Neutral Sharing Question


  #1  
Old 01-17-11, 04:18 PM
M
Member
Thread Starter
Join Date: Jan 2011
Location: USA
Posts: 10
Upvotes: 0
Received 0 Upvotes on 0 Posts
Neutral Sharing Question

First, thanks to everyone that replies to posts. This is a great forum.

I have a question that I want to confirm before I proceed with any further work.

I'm wondering about shared neutrals in general, and have a specific example to demonstrate:

I just bought the house and want to understand it's electrical system better. From my breaker I have a 12-3 cable feeding a junction box. In the breaker panel the black wire terminates in a 20amp breaker, and the red wire terminates in a 15amp breaker.

At the junction box, the black wire is tied to 12-2 and the red wire is tied to 14-2. The neutrals in the junction box are all wire nutted together.

So my question is (I think): Can a 20amp circuit and 15amp circuit share a neutral?

Thanks.
 
  #2  
Old 01-17-11, 05:10 PM
Tolyn Ironhand's Avatar
Group Moderator
Join Date: Nov 2007
Location: United States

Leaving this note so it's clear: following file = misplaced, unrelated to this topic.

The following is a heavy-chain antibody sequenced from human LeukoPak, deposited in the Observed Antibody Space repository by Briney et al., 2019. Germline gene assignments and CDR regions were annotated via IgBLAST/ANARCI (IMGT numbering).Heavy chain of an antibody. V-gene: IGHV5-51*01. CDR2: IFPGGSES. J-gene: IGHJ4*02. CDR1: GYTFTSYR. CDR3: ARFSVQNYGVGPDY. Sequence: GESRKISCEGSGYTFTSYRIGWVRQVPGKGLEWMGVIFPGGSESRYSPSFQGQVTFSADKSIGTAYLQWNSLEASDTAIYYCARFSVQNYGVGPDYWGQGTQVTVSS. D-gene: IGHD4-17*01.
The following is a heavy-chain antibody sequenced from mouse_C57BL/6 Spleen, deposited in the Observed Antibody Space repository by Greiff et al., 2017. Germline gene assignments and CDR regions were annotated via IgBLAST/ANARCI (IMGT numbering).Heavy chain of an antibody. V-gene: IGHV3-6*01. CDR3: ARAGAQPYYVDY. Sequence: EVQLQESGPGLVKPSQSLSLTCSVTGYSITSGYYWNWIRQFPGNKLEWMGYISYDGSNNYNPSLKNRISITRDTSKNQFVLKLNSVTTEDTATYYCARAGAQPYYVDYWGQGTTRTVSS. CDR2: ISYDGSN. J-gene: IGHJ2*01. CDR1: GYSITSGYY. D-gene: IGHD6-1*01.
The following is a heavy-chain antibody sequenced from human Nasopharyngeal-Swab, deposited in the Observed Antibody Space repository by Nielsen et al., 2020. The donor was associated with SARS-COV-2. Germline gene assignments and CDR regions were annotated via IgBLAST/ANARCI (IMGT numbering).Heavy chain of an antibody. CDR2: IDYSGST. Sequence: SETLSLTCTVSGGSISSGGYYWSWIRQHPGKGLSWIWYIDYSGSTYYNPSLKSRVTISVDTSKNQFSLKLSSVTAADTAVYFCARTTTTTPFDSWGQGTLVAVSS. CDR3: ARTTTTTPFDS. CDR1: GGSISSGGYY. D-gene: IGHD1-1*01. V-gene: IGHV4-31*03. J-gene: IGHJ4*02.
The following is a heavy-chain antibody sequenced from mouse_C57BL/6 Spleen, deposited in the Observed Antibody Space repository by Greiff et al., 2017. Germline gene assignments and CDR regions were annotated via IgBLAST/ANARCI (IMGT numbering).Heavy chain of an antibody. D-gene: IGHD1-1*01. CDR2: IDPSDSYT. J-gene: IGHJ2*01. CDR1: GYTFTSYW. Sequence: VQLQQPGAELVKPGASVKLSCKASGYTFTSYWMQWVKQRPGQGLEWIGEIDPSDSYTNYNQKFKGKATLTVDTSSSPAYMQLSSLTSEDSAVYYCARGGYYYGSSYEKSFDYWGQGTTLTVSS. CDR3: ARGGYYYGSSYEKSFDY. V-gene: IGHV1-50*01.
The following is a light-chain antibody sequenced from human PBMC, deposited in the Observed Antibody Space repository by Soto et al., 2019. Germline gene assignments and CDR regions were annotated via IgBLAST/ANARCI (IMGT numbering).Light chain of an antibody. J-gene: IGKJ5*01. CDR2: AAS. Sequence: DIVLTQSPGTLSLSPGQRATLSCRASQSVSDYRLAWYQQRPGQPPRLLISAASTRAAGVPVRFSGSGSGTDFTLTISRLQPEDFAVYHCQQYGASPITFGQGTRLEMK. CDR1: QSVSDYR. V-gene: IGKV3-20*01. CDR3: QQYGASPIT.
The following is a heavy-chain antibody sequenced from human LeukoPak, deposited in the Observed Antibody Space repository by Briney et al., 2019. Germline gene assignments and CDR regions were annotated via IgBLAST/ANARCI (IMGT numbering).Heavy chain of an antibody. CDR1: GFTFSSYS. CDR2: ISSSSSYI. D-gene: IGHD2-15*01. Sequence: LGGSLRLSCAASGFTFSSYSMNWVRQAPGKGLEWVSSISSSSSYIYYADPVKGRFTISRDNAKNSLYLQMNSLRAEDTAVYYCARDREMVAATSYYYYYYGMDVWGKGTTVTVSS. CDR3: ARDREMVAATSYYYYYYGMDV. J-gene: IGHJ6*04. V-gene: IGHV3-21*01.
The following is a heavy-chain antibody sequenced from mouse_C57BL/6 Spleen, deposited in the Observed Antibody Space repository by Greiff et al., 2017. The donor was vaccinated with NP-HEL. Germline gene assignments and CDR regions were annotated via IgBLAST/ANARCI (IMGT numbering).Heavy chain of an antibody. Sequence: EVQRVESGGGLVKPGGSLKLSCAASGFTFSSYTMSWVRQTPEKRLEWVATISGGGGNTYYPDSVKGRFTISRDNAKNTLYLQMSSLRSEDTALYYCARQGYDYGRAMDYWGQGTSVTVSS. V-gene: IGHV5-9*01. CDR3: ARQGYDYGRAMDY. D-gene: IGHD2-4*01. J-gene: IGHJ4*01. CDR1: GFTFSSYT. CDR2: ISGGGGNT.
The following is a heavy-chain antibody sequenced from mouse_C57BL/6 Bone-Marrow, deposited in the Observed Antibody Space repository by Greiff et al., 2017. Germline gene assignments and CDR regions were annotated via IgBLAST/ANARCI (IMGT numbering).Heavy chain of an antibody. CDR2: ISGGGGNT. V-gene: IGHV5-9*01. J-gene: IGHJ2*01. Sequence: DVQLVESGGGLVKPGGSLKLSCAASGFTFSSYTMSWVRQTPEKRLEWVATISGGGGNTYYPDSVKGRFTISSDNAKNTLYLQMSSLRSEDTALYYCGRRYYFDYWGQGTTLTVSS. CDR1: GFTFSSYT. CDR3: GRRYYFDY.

Posts: 14,336
Received 878 Upvotes on 741 Posts
What you describe is VERY rare, and in my book, a bad idea but would be legal as far as the code is concerned. Here's why:

The 12/3 wire is under fused on the 15 amp leg since #12 can carry up to 20 amps. The 15 amp breaker is correct since there is #14 wire on that circuit. The neutral will never carry more than 20 amps which is fine because it is #12 from the splice to the panel.

The biggest problem I see is somebody can come along later in life and decide that you have #12 on a 15 amp breaker and choose to up it to 20 amps without knowing there is #14 wire else ware on the circuit. The other issue is the code since 2008 requires multiwire circuits (those sharing a neutral) to be two pole breakers. This circuit may have been installed before that code so it would be grandfathered in, but I could see somebody putting it on a two pole 20amp for safety sake.